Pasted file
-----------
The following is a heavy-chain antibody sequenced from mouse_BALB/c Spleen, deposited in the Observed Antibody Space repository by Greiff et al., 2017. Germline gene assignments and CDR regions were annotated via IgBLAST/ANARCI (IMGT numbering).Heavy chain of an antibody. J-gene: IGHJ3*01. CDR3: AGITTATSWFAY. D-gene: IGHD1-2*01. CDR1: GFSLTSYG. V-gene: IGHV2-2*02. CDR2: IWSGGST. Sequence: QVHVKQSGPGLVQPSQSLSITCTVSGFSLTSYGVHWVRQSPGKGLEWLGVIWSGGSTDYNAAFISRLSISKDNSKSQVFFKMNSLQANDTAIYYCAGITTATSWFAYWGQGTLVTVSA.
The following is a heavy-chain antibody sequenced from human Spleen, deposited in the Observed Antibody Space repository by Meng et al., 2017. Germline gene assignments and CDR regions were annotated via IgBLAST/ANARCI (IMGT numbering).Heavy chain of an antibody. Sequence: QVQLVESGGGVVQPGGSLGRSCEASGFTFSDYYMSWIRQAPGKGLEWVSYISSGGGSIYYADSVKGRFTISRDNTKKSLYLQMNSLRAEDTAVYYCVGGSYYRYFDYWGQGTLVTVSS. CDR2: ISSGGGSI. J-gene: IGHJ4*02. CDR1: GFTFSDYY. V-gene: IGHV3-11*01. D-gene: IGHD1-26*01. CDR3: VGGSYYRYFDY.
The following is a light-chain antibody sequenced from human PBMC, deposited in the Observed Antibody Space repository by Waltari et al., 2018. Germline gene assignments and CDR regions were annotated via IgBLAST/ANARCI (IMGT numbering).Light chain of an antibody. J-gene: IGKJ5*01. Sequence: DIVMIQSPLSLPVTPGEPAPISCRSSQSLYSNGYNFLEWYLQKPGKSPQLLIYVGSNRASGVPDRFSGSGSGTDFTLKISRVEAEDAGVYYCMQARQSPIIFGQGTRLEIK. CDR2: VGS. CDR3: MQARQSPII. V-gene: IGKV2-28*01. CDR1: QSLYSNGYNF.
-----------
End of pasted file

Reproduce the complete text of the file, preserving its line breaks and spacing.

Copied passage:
The following is a heavy-chain antibody sequenced from mouse_BALB/c Spleen, deposited in the Observed Antibody Space repository by Greiff et al., 2017. Germline gene assignments and CDR regions were annotated via IgBLAST/ANARCI (IMGT numbering).Heavy chain of an antibody. J-gene: IGHJ3*01. CDR3: AGITTATSWFAY. D-gene: IGHD1-2*01. CDR1: GFSLTSYG. V-gene: IGHV2-2*02. CDR2: IWSGGST. Sequence: QVHVKQSGPGLVQPSQSLSITCTVSGFSLTSYGVHWVRQSPGKGLEWLGVIWSGGSTDYNAAFISRLSISKDNSKSQVFFKMNSLQANDTAIYYCAGITTATSWFAYWGQGTLVTVSA.
The following is a heavy-chain antibody sequenced from human Spleen, deposited in the Observed Antibody Space repository by Meng et al., 2017. Germline gene assignments and CDR regions were annotated via IgBLAST/ANARCI (IMGT numbering).Heavy chain of an antibody. Sequence: QVQLVESGGGVVQPGGSLGRSCEASGFTFSDYYMSWIRQAPGKGLEWVSYISSGGGSIYYADSVKGRFTISRDNTKKSLYLQMNSLRAEDTAVYYCVGGSYYRYFDYWGQGTLVTVSS. CDR2: ISSGGGSI. J-gene: IGHJ4*02. CDR1: GFTFSDYY. V-gene: IGHV3-11*01. D-gene: IGHD1-26*01. CDR3: VGGSYYRYFDY.
The following is a light-chain antibody sequenced from human PBMC, deposited in the Observed Antibody Space repository by Waltari et al., 2018. Germline gene assignments and CDR regions were annotated via IgBLAST/ANARCI (IMGT numbering).Light chain of an antibody. J-gene: IGKJ5*01. Sequence: DIVMIQSPLSLPVTPGEPAPISCRSSQSLYSNGYNFLEWYLQKPGKSPQLLIYVGSNRASGVPDRFSGSGSGTDFTLKISRVEAEDAGVYYCMQARQSPIIFGQGTRLEIK. CDR2: VGS. CDR3: MQARQSPII. V-gene: IGKV2-28*01. CDR1: QSLYSNGYNF.